Leading Ladies In Law

Leading Ladies In Law

In honor of International Women’s Day, we would like to take the time to highlight some of the powerful leading ladies of law. Women do not get enough credit for the essential impact they have globally. Here at Rob Levine & Associates, we are proud to have a diverse group of brilliant women, who uphold the great work we do at our law offices. We have great confidence that the women in our offices today, will be the women going down in history tomorrow. Thank you to all the women on team Levine.

Arabella Mansfield

When women wanted freedoms, they had to reach out and take it themselves. This is the common origin story that inspired the many great women that paved the way for today’s female presence in the justice system. Since the early 1600s, there has been a subtle push for the representation of women in the courtroom. Margaret Brent, an English immigrant who lived in Maryland, is one of the first known women to appear in court at the start of the 13 colonies. She would never receive the title of an attorney, but she marks the beginning of a social and ethical shift for women’s rights.

Female Attorneys

The first U.S. female attorney was Arabella Mansfield, a local Iowan, who in 1869, passed the bar with high scores despite the Iowa statute, only allowing access to white men over 21. One of Mansfield’s first legal actions was challenging Iowa courts to change its statute, allowing women to take the bar. Because of Mansfield’s determination, Iowa was the first state to allow women to take the bar to become attorneys.

Ten years later, this same determination would help facilitate one of the biggest laws put in place, giving women the chance to be impactful members of the highest level of the justice system. The 1879 Landmark law was passed by President Rutherford B. Hayes, who admitted women as members of the Supreme Court as well as allowing them to submit and argue cases in front of the court. The Supreme Court takes some of the highest-profile and complex cases in all 50 states. Giving women the space to be a part of this would have a positive impact on the justice system for decades to come.

Belva Lockwood, an attorney, politician, and author, would become the first woman to argue a case in front of the supreme court. Lockwood gained the title of the first woman to argue a case but, in 1923, Florence King would be the first woman ever to win a case argued in front of the Supreme Court.

Winning a case at the Supreme level is an amazing feat for any attorney, but King truly made history that year. This feat had a lasting impact on the women’s suffrage movement and the legal system for years to come.

Justice in the Judicial System

Burnita Shelton Matthews

While some women decided to master the skill of persuasion to make a change, some chose to determine the final say in the courtroom. After the 1920s ratification of the 19th Amendment, which allowed women the right to vote, now more women were being appointed judgeship positions.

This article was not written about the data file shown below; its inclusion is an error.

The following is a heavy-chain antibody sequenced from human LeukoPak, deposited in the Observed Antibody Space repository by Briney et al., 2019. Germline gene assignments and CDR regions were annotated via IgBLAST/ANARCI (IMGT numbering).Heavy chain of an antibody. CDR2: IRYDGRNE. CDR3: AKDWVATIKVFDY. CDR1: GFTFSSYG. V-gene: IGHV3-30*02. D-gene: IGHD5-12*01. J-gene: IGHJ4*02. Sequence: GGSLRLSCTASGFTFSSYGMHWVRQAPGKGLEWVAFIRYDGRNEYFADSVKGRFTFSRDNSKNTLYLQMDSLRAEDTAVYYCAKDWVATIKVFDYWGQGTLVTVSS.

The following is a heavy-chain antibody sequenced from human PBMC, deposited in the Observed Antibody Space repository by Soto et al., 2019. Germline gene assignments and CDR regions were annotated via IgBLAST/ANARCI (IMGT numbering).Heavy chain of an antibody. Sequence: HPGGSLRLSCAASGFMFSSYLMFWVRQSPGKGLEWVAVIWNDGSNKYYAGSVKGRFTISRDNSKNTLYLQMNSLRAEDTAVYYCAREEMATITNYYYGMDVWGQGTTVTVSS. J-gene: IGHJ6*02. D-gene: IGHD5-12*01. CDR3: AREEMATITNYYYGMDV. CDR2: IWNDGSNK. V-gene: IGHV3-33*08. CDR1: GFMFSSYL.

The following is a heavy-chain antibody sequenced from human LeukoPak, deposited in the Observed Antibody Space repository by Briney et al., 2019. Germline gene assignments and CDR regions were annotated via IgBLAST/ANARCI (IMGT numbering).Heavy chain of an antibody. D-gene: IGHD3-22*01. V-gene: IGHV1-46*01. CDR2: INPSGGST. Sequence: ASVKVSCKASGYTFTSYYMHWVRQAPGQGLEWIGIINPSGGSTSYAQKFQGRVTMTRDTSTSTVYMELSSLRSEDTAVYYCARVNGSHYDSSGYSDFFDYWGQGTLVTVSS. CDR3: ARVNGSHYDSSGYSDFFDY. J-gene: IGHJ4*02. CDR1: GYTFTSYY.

Burnita Shelton Matthews was the first woman appointed as a U.S. District Court Judge in 1949. She studied law at what would become the George Washington University School of Law and moved on to become a Master of Patent Law.

Constance Baker Motley

Constance Baker Motley was the first African American to be appointed a federal judiciary for the U.S District Court, specifically for the Southern District of New York. After her 1966 appointment by President Lyndon B. Johnson, Motley later became Chief Judge in 1982. This was the first time an African American woman held this position in the state of New York. This was not only a huge win for women, but the African American community. She was a leader for this very vulnerable population during the fight for civil rights.

Women & The Supreme Court

Ruth Bader Ginsburg

 In 1981, Ronald Regan appointed the first-ever female to the U.S. Supreme Court by the name of Sandra Day O’Connor. Justice O’ Connor broke over 150 years of inequality against women in the Supreme Court. More space was made for further female representation by a now well-regarded Supreme Court Justice, Ruth Bader Ginsburg.

Justice Bader Ginsburg was the second woman to be elected to Supreme Court and the first Jewish woman selected. She created representation for women of diverse religious and ethnic backgrounds. Justice Bader Ginsburg would make history with her liberal views on gender equality and the separation of church and state.

 It’s amazing to think that these positions of power held by women were considered an impossible accomplishment not long ago. 

As it stands today, the representation of women in the legal system is still reaching new heights. In February of 2022, President Joe Biden nominated Ketanji Brown Jackson, the first African American woman to sit on the Supreme Court. For most of history, our legal system has not been an accurate representation of what America looks like. America is a melting pot of a variety of ethnic, racial, and cultural backgrounds, with more than half of the population being female! This is ironic as most of today’s leadership positions are held by middle aged white men.

As we move forward in the fight for women’s equality in the legal sphere, we must remember the countless brave and ambitious women who dedicated their lives, characters, and freedoms, to make change for upcoming generations of leading ladies in law.

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